A minimum of 265 Anne Frank books vandalized in a number of Tokyo, Japan, public libraries this 2014 has led some officials to fear that an anti-Semitic motive may be possible in this wrongful defacing. Tokyo authorities revealed this week that literal scores of Anne Frank’s perennial autobiography, “The Diary of a Young Girl,” have been damaged in recent weeks. MSN News reports this Friday, Feb. 21, 2014, that an official investigation is being launched to determine why these books telling of the young Holocaust victim’s experiences are being ripped, defaced, and stolen.
The vast majority of the damages, allege public library officials and Tokyo law enforcement officers, include the ripping of pages from texts. So far, authorities from the area say that a span of at least 265 Anne Frank books vandalized — sometimes beyond repair — has been plaguing no less than 31 municipal libraries since Jan. 2014. A specific reason at this time is unknown, but anti-Semitic aims are feared as a potential motive behind the attacks.
Nazi Germany was temporary allies with Japan at the time of World War II, as history buffs no doubt recall. However, while Holocaust denial has certainly taken place in Tokyo and other regions of Japan in the past, a particular drive for causing such damage to this number of Anne Frank books remains a major mystery. Police continue to investigate the cause, but haven’t determined if the culprits are a single person, a small group, or a larger number of suspects yet.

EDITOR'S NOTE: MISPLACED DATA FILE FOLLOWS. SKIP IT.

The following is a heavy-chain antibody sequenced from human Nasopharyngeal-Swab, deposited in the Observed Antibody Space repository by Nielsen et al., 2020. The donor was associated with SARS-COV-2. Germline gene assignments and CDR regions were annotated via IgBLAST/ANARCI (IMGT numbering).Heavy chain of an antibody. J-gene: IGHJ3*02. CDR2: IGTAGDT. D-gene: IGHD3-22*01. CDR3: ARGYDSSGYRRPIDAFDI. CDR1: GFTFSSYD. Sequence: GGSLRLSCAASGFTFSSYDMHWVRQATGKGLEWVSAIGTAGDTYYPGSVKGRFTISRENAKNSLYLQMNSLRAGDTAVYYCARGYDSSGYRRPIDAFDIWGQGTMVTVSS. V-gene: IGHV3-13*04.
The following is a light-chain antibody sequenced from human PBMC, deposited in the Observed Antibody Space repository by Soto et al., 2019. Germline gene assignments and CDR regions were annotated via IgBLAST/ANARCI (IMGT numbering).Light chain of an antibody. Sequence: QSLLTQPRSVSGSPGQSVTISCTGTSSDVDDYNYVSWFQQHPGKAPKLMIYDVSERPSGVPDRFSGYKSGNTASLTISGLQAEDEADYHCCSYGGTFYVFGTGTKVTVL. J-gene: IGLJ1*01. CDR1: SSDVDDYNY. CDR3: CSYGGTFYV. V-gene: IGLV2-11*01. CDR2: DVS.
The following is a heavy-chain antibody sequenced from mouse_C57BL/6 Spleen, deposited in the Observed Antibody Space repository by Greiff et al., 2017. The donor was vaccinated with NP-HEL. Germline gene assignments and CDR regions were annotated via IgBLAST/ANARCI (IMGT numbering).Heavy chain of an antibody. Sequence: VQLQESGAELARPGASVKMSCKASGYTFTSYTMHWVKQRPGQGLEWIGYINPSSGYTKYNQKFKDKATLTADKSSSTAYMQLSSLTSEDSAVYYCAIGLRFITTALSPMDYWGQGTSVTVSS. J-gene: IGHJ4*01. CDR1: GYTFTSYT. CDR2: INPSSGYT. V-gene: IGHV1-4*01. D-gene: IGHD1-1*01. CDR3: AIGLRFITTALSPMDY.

Yoshihide Suga, the Chief Cabinet Secretary of Defense, said that having these Anne Frank books vandalized is nothing less than “shameful.” He added that no part of Japan would allow such crimes to occur or continue.
It appears that a majority of the vandalisms are occurring inside the libraries themselves The vandal(s) are believed to be sneaking inside silent reading rooms with a number of other books, and purposefully ripping out pages or defacing the “Anne Frank: The Diary of a Young Girl” texts.
"Books related to Ms. Anne Frank are clearly targeted, and it's happening across Tokyo," said an official this Friday on the 265 damaged texts. "It's outrageous."
At least one library in Tokyo has moved all Anne Frank books and even some Holocaust texts behind the librarians’ counter in order to help prevent any attempts at vandalism, though these books are allowed to be checked out with consent. Anti-Semitic motives are suspected by several Jewish human rights organizations as well. Concludes the source:
“The Simon Wiesenthal Center, a U.S.-based Jewish human rights organization, issued a statement calling the vandalism a hate campaign and urging authorities to step up efforts to find those responsible.”